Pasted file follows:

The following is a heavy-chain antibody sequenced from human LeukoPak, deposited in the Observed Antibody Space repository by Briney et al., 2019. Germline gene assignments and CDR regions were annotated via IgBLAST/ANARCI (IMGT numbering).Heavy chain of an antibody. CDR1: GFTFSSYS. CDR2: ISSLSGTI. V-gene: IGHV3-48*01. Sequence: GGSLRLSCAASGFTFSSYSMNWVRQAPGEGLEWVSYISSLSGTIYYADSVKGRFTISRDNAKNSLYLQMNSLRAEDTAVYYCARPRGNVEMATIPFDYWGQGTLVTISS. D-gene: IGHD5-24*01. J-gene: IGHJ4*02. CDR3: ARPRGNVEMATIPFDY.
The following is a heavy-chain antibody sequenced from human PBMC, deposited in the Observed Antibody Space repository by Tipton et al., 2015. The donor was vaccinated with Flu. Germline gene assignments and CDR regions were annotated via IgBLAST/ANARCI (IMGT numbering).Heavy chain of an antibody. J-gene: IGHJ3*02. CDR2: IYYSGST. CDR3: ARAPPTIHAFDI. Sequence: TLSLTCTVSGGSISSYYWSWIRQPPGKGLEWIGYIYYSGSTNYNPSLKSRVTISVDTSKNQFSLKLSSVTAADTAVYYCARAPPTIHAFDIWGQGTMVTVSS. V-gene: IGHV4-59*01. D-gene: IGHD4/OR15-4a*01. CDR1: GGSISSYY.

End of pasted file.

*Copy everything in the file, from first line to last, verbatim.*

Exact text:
The following is a heavy-chain antibody sequenced from human LeukoPak, deposited in the Observed Antibody Space repository by Briney et al., 2019. Germline gene assignments and CDR regions were annotated via IgBLAST/ANARCI (IMGT numbering).Heavy chain of an antibody. CDR1: GFTFSSYS. CDR2: ISSLSGTI. V-gene: IGHV3-48*01. Sequence: GGSLRLSCAASGFTFSSYSMNWVRQAPGEGLEWVSYISSLSGTIYYADSVKGRFTISRDNAKNSLYLQMNSLRAEDTAVYYCARPRGNVEMATIPFDYWGQGTLVTISS. D-gene: IGHD5-24*01. J-gene: IGHJ4*02. CDR3: ARPRGNVEMATIPFDY.
The following is a heavy-chain antibody sequenced from human PBMC, deposited in the Observed Antibody Space repository by Tipton et al., 2015. The donor was vaccinated with Flu. Germline gene assignments and CDR regions were annotated via IgBLAST/ANARCI (IMGT numbering).Heavy chain of an antibody. J-gene: IGHJ3*02. CDR2: IYYSGST. CDR3: ARAPPTIHAFDI. Sequence: TLSLTCTVSGGSISSYYWSWIRQPPGKGLEWIGYIYYSGSTNYNPSLKSRVTISVDTSKNQFSLKLSSVTAADTAVYYCARAPPTIHAFDIWGQGTMVTVSS. V-gene: IGHV4-59*01. D-gene: IGHD4/OR15-4a*01. CDR1: GGSISSYY.